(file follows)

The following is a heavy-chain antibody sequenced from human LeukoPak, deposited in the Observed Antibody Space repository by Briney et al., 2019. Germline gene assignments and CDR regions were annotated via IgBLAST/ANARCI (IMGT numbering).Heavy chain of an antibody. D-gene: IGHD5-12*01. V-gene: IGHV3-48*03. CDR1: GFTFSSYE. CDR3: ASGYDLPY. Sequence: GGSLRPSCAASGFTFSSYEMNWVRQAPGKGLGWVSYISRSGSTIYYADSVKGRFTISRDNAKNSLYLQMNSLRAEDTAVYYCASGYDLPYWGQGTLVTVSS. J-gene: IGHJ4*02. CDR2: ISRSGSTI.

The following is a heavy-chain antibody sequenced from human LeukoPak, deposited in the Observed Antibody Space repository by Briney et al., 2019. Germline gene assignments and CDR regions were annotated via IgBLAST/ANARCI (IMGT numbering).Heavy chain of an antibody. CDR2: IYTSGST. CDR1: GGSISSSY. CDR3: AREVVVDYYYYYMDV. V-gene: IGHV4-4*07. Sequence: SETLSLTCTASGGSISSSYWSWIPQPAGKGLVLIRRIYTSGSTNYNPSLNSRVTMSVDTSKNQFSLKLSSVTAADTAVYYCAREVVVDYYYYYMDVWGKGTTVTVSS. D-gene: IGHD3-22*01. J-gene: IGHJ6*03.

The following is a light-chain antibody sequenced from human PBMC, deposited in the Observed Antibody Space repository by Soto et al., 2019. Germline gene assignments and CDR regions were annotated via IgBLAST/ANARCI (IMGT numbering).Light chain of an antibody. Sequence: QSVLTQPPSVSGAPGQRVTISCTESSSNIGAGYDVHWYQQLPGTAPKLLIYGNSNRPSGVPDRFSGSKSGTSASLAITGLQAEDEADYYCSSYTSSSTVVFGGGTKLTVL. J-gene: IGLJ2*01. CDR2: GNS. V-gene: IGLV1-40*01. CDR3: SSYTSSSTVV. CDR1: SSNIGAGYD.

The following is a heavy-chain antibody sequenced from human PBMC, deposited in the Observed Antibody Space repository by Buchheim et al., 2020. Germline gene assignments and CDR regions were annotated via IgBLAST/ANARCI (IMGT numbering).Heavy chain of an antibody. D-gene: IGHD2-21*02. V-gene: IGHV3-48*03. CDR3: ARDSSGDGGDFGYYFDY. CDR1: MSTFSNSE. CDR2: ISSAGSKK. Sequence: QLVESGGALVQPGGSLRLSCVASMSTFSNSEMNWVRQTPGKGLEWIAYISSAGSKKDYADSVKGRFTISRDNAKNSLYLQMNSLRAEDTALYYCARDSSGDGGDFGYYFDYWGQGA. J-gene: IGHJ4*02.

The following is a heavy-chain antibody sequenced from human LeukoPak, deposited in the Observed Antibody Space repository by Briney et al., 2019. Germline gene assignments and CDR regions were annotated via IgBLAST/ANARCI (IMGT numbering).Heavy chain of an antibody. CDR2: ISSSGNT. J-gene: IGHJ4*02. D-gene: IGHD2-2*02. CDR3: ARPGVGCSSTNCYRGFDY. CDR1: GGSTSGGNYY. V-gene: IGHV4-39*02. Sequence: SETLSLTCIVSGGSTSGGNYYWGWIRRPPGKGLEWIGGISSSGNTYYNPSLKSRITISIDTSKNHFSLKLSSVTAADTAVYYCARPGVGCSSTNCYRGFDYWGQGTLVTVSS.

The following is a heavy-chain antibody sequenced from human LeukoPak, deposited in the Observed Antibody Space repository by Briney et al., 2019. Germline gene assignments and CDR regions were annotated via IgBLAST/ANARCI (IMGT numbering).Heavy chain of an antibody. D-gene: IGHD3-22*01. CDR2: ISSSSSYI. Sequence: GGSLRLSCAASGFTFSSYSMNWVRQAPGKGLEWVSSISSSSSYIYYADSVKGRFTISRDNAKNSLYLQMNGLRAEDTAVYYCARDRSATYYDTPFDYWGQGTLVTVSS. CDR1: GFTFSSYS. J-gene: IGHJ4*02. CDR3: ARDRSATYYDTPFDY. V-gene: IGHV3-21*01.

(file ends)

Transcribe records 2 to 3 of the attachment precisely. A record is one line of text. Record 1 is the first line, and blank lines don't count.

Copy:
The following is a heavy-chain antibody sequenced from human LeukoPak, deposited in the Observed Antibody Space repository by Briney et al., 2019. Germline gene assignments and CDR regions were annotated via IgBLAST/ANARCI (IMGT numbering).Heavy chain of an antibody. CDR2: IYTSGST. CDR1: GGSISSSY. CDR3: AREVVVDYYYYYMDV. V-gene: IGHV4-4*07. Sequence: SETLSLTCTASGGSISSSYWSWIPQPAGKGLVLIRRIYTSGSTNYNPSLNSRVTMSVDTSKNQFSLKLSSVTAADTAVYYCAREVVVDYYYYYMDVWGKGTTVTVSS. D-gene: IGHD3-22*01. J-gene: IGHJ6*03.

The following is a light-chain antibody sequenced from human PBMC, deposited in the Observed Antibody Space repository by Soto et al., 2019. Germline gene assignments and CDR regions were annotated via IgBLAST/ANARCI (IMGT numbering).Light chain of an antibody. Sequence: QSVLTQPPSVSGAPGQRVTISCTESSSNIGAGYDVHWYQQLPGTAPKLLIYGNSNRPSGVPDRFSGSKSGTSASLAITGLQAEDEADYYCSSYTSSSTVVFGGGTKLTVL. J-gene: IGLJ2*01. CDR2: GNS. V-gene: IGLV1-40*01. CDR3: SSYTSSSTVV. CDR1: SSNIGAGYD.